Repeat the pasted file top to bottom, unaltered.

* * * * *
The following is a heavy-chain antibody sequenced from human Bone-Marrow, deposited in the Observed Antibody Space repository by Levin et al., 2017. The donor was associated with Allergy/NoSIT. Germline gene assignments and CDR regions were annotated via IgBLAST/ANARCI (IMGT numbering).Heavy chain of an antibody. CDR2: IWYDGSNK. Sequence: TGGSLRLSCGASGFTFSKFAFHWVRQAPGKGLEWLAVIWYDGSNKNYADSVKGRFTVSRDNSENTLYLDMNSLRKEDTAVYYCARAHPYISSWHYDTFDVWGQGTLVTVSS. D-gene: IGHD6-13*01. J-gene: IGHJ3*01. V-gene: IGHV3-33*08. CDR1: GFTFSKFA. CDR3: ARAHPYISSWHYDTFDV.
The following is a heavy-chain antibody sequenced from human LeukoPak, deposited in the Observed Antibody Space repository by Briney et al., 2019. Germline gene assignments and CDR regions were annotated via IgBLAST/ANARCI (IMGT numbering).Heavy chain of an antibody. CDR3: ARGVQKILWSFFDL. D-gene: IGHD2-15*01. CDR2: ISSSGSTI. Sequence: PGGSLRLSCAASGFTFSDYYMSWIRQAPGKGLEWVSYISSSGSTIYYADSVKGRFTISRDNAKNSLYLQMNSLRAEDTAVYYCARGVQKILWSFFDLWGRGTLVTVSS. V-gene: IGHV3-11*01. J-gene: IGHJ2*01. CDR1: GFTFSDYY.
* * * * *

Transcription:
The following is a heavy-chain antibody sequenced from human Bone-Marrow, deposited in the Observed Antibody Space repository by Levin et al., 2017. The donor was associated with Allergy/NoSIT. Germline gene assignments and CDR regions were annotated via IgBLAST/ANARCI (IMGT numbering).Heavy chain of an antibody. CDR2: IWYDGSNK. Sequence: TGGSLRLSCGASGFTFSKFAFHWVRQAPGKGLEWLAVIWYDGSNKNYADSVKGRFTVSRDNSENTLYLDMNSLRKEDTAVYYCARAHPYISSWHYDTFDVWGQGTLVTVSS. D-gene: IGHD6-13*01. J-gene: IGHJ3*01. V-gene: IGHV3-33*08. CDR1: GFTFSKFA. CDR3: ARAHPYISSWHYDTFDV.
The following is a heavy-chain antibody sequenced from human LeukoPak, deposited in the Observed Antibody Space repository by Briney et al., 2019. Germline gene assignments and CDR regions were annotated via IgBLAST/ANARCI (IMGT numbering).Heavy chain of an antibody. CDR3: ARGVQKILWSFFDL. D-gene: IGHD2-15*01. CDR2: ISSSGSTI. Sequence: PGGSLRLSCAASGFTFSDYYMSWIRQAPGKGLEWVSYISSSGSTIYYADSVKGRFTISRDNAKNSLYLQMNSLRAEDTAVYYCARGVQKILWSFFDLWGRGTLVTVSS. V-gene: IGHV3-11*01. J-gene: IGHJ2*01. CDR1: GFTFSDYY.